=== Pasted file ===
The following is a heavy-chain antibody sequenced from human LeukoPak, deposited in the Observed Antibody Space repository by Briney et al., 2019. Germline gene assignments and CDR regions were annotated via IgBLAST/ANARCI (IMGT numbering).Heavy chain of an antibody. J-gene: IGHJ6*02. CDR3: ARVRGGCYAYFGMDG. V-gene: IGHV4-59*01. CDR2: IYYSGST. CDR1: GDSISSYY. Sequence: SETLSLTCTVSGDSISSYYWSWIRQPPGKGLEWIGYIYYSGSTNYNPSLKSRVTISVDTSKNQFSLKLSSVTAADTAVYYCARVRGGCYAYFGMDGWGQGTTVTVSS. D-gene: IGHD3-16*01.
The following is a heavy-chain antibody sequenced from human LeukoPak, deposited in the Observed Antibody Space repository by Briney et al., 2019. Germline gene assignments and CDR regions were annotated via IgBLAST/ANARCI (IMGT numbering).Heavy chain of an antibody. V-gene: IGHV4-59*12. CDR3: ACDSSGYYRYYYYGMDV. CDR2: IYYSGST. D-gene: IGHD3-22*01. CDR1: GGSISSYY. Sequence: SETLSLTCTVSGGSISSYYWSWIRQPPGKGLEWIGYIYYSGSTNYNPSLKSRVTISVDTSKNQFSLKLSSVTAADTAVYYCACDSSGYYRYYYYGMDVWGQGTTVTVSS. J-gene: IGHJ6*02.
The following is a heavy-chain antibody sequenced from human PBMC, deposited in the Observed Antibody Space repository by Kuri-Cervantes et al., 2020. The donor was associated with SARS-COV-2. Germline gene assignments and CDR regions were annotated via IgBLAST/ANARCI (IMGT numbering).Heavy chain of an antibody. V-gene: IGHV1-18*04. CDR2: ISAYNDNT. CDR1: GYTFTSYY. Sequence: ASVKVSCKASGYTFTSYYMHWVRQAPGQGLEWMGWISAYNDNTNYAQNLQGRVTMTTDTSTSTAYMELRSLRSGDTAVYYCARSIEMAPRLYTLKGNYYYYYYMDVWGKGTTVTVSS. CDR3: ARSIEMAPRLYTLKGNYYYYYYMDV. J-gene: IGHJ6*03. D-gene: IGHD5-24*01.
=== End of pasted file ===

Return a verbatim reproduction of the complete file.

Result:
The following is a heavy-chain antibody sequenced from human LeukoPak, deposited in the Observed Antibody Space repository by Briney et al., 2019. Germline gene assignments and CDR regions were annotated via IgBLAST/ANARCI (IMGT numbering).Heavy chain of an antibody. J-gene: IGHJ6*02. CDR3: ARVRGGCYAYFGMDG. V-gene: IGHV4-59*01. CDR2: IYYSGST. CDR1: GDSISSYY. Sequence: SETLSLTCTVSGDSISSYYWSWIRQPPGKGLEWIGYIYYSGSTNYNPSLKSRVTISVDTSKNQFSLKLSSVTAADTAVYYCARVRGGCYAYFGMDGWGQGTTVTVSS. D-gene: IGHD3-16*01.
The following is a heavy-chain antibody sequenced from human LeukoPak, deposited in the Observed Antibody Space repository by Briney et al., 2019. Germline gene assignments and CDR regions were annotated via IgBLAST/ANARCI (IMGT numbering).Heavy chain of an antibody. V-gene: IGHV4-59*12. CDR3: ACDSSGYYRYYYYGMDV. CDR2: IYYSGST. D-gene: IGHD3-22*01. CDR1: GGSISSYY. Sequence: SETLSLTCTVSGGSISSYYWSWIRQPPGKGLEWIGYIYYSGSTNYNPSLKSRVTISVDTSKNQFSLKLSSVTAADTAVYYCACDSSGYYRYYYYGMDVWGQGTTVTVSS. J-gene: IGHJ6*02.
The following is a heavy-chain antibody sequenced from human PBMC, deposited in the Observed Antibody Space repository by Kuri-Cervantes et al., 2020. The donor was associated with SARS-COV-2. Germline gene assignments and CDR regions were annotated via IgBLAST/ANARCI (IMGT numbering).Heavy chain of an antibody. V-gene: IGHV1-18*04. CDR2: ISAYNDNT. CDR1: GYTFTSYY. Sequence: ASVKVSCKASGYTFTSYYMHWVRQAPGQGLEWMGWISAYNDNTNYAQNLQGRVTMTTDTSTSTAYMELRSLRSGDTAVYYCARSIEMAPRLYTLKGNYYYYYYMDVWGKGTTVTVSS. CDR3: ARSIEMAPRLYTLKGNYYYYYYMDV. J-gene: IGHJ6*03. D-gene: IGHD5-24*01.